How did I find out that it doesn’t? I downloaded a slide template from the Microsoft Online site that happened to be set to French Canadian. I noticed that common words were coming up with the red squigglies, and when I right-clicked to check, the spelling options were in French and the language on the status bar said so.

I tried to select all slides and change the language to English (US), as I believe you could do in PowerPoint 2003. No such luck. When you select all slides from the thumbnails on the left or the Outline view, the Language option on the Review tab is grayed out in PowerPoint 2007 and there’s nothing in the PowerPoint options that allows you to set the language for the current slide deck. The only way the Language option works is if you go through your presentation slide by slide, selecting the text boxes on EACH slide and resetting the language for that slide. Painful!!

Off to the internet… There’s very little about this on the Microsoft Office Communities forums (as an aside, despite being one of those people who’s willing to spend the time looking for an answer, I find those Microsoft forums really frustrating to use and search, and half the time the selected post on a thread doesn’t display for me in IE8).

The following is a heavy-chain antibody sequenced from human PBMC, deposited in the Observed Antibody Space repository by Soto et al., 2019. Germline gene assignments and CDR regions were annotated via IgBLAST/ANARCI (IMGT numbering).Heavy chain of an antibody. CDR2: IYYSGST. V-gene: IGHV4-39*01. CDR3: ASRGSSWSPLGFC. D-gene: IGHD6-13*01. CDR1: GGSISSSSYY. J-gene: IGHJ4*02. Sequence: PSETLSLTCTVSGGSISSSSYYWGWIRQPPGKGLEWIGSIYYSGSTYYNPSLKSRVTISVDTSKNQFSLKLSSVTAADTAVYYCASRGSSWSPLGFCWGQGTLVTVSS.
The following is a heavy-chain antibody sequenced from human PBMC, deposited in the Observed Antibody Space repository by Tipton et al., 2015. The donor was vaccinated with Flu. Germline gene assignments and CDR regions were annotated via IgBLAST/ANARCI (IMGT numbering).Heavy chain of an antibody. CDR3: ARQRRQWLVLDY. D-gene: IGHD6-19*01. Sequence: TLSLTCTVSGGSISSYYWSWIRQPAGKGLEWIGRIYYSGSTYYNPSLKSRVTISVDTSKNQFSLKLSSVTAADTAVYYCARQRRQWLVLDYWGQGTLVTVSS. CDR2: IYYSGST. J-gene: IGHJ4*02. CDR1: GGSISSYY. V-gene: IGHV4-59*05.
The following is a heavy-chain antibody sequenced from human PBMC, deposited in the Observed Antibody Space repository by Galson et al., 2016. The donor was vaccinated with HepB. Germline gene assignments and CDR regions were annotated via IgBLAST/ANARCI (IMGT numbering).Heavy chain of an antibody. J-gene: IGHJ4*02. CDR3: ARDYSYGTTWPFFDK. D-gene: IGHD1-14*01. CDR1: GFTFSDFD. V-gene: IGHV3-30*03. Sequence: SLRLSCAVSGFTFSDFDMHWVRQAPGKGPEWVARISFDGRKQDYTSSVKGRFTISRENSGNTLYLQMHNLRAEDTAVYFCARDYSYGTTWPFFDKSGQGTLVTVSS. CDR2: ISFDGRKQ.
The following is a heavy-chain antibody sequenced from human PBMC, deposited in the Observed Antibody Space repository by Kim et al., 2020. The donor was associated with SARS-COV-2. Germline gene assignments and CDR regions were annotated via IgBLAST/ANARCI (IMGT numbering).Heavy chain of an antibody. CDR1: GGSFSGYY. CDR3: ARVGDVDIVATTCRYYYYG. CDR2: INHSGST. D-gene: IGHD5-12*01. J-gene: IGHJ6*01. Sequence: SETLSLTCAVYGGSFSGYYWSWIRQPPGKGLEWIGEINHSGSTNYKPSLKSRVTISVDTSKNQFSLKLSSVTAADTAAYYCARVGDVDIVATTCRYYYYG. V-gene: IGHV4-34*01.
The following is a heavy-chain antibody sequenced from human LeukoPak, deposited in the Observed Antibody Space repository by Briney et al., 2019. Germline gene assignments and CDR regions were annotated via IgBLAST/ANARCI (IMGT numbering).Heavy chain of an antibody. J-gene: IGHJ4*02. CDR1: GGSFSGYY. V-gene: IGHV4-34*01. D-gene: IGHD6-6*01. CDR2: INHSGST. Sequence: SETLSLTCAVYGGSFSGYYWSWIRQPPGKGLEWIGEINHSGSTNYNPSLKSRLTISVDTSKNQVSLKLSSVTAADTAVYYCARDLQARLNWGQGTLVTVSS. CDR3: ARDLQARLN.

However, I had a bit better luck with a Google search. Here are a couple of solutions I found, both of which involve macros.

I used the first one and it worked well. I changed the ‘msoLanguageIDEnglishUK’ language  in that macro to ‘msoLanguageIDEnglishUS’, then ran the macro on the current slide deck. I understand this macro only works on the slide deck it is assigned to, so it’s not a solution for changing multiple slide decks at once. But at least I didn’t have to go to every slide and change the language setting for the text boxes on each one.

I still can’t believe that what I consider basic functionality in Microsoft Word, does not exist in PowerPoint 2007. At least, not without adding and running a macro, something that I suspect is outside the understanding of most standard PowerPoint users.

[Links last checked December 2009]

Chocotooth macro:

<br />
<pre>Sub SetLangUK()<br />
'set language to UK for all slides and notes:<br />
Dim scount, j, k, fcount<br />
scount = ActivePresentation.Slides.Count<br />
For j = 1 To scount<br />
fcount = ActivePresentation.Slides(j).Shapes.Count<br />
For k = 1 To fcount 'change all shapes:<br />
If ActivePresentation.Slides(j).Shapes(k).HasTextFrame Then<br />
ActivePresentation.Slides(j).Shapes(k).TextFrame _<br />
.TextRange.LanguageID = msoLanguageIDEnglishUK<br />
End If<br />
Next k<br />
'change notes:<br />
fcount = ActivePresentation.Slides(j).NotesPage.Shapes.Count<br />
For k = 1 To fcount 'change all shapes:<br />
If ActivePresentation.Slides(j).NotesPage.Shapes(k).HasTextFrame Then<br />